I have always loved to write. Not as a wild passion, but as a quiet presence in the background. I wrote a children’s book when I was ten. It was not published, but I felt proud for trying. I journaled my way through my teens keeping sane through my passage into womanhood. My Master’s thesis, ‘Bringing the Human Spirit to Work’ helped me reframe my transition into working life as one of learning to live a life of joyful contribution.
I straddle two worlds. I have roots into Europe from my Danish father and into Africa from my Zimbabwean mother. I have lived and loved in both countries. They have contributed to making me who I am. Zimbabwe showed me a world of connection, vibrancy and joy; Denmark that I can do whatever I set my heart to. Perhaps these contrasting beginnings enabled me to let my heart and my joy be my guides on my journey through life. Instead of a secure job, I co-created Pioneers of Change, a global learning community of young change makers. Later, I returned to Zimbabwe to co-found Kufunda, a learning village committed to fostering resilient communities. Through all of this I was writing, as a way of reaching out with the questions and ideas, that were living and maturing in my heart and mind.
Four years ago I was in another transition. This one I did not write my way through. I married, became a mother, and made my new home with my husband in South Africa. Four years on I woke up to the fact that somehow my life had become too small for me. My work was springing more from a need to contribute to my family and my colleagues than from my heart. Mother, wife, colleague, these are all important roles, and yet they are far smaller than who I really am.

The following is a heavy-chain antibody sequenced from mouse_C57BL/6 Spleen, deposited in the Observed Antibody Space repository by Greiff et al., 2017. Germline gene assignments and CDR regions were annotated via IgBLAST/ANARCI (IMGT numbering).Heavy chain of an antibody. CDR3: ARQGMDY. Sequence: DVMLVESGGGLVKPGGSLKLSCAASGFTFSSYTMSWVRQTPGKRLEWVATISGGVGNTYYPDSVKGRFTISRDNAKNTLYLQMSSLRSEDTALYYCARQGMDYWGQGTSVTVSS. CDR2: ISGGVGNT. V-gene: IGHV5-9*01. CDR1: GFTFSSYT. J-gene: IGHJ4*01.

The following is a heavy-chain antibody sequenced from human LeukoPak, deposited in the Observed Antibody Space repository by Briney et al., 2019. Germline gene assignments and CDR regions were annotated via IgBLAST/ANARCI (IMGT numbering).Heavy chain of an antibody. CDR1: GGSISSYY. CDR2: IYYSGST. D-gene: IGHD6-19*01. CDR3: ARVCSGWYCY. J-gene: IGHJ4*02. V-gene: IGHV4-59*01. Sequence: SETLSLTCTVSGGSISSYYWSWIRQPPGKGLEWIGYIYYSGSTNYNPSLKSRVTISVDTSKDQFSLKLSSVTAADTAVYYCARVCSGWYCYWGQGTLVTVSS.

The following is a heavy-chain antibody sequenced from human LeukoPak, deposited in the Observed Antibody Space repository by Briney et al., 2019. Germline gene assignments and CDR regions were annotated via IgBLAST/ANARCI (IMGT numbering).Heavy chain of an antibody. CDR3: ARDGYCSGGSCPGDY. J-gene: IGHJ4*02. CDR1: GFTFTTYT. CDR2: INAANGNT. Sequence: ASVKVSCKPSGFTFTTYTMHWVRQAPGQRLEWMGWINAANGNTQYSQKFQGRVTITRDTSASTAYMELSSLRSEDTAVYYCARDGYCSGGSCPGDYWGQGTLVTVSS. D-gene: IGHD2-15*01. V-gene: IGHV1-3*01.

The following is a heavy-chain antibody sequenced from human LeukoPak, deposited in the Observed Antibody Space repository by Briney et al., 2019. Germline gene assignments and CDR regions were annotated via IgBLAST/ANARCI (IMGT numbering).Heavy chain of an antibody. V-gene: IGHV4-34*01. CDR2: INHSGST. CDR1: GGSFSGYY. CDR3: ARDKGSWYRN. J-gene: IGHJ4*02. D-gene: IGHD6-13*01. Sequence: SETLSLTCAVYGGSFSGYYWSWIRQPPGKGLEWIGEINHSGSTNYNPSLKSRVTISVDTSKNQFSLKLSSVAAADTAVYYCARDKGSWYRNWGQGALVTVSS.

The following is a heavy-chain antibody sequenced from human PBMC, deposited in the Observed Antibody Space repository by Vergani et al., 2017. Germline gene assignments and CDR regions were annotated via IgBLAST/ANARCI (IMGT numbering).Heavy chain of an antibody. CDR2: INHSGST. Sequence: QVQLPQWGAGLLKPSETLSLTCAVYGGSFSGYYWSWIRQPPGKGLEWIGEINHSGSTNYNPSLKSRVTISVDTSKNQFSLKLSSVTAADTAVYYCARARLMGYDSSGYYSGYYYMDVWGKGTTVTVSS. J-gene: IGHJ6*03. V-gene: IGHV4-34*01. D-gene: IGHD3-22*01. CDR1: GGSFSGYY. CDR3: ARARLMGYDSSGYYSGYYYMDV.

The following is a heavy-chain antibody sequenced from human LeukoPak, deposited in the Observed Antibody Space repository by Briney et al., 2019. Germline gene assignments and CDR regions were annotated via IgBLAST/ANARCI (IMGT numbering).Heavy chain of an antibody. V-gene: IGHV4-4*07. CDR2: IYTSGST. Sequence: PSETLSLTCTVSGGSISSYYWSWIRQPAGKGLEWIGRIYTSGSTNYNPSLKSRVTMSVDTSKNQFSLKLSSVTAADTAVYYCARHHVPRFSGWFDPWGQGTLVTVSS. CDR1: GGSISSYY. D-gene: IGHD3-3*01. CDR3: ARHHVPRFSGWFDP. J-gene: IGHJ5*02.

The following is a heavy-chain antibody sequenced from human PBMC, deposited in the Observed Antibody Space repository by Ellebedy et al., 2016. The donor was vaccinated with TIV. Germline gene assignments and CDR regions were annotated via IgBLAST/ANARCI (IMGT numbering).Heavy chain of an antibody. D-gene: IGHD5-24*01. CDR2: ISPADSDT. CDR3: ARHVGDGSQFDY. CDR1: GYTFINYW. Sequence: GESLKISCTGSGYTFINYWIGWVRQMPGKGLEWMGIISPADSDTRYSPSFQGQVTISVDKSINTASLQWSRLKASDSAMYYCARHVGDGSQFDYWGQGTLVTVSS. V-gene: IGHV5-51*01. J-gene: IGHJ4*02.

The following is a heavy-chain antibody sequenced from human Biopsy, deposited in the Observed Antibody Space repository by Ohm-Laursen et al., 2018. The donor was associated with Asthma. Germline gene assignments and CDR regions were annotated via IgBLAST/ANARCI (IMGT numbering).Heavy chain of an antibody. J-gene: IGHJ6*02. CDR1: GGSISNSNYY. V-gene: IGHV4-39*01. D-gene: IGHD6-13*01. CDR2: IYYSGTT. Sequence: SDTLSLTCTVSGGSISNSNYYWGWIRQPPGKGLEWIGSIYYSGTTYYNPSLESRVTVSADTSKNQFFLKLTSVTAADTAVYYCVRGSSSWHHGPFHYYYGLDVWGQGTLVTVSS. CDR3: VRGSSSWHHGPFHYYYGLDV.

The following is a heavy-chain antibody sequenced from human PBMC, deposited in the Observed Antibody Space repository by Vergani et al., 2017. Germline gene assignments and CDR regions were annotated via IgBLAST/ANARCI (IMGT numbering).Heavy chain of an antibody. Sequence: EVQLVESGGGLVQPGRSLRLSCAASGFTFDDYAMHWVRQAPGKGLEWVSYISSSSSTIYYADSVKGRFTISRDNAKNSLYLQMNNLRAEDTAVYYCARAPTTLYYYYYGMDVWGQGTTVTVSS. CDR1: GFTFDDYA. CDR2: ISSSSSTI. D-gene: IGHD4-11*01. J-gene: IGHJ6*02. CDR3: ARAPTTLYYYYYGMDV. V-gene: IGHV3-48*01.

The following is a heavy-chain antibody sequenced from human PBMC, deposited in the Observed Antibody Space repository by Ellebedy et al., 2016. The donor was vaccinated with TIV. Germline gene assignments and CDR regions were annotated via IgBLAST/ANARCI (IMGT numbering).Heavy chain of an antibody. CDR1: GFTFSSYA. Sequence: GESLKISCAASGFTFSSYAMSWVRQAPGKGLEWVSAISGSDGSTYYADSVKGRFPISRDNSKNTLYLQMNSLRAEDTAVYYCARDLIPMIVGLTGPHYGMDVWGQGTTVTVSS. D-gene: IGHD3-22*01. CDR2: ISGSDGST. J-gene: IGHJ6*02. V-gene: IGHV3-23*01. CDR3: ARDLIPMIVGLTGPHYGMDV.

Recently, we have moved back to Zimbabwe as a family. This time it was us as a family collective who chose to walk out of the normal definitions of success: To walk into another possibility. We don’t know what it is, but we know that there is something more, as we learn to work – as a family – from a place of meaning and possibility. We have moved back to Zimbabwe with the intention to follow simply, as a family, that which makes us happy, and to trust that in that choice we will contribute more fully to our world.
In this simple and yet deeply profound shift, I am finding myself back in a place where my questions and curiosity are rising, my creativity is bubbling, and a stronger more intentional desire burns in me to chronicle and share. I believe that I am part of many across the world who are creating a new world. The old is not working, and we are gradually finding our way into a different way of being human. We are still learning our way into this. We as women have much to contribute here, and for me, writing is a subtle but integral part of breathing the new into life. It is the bridge between the outer work, and the inner emerging clarity. And it is the medium through which those of us, who are building the new, can find each other.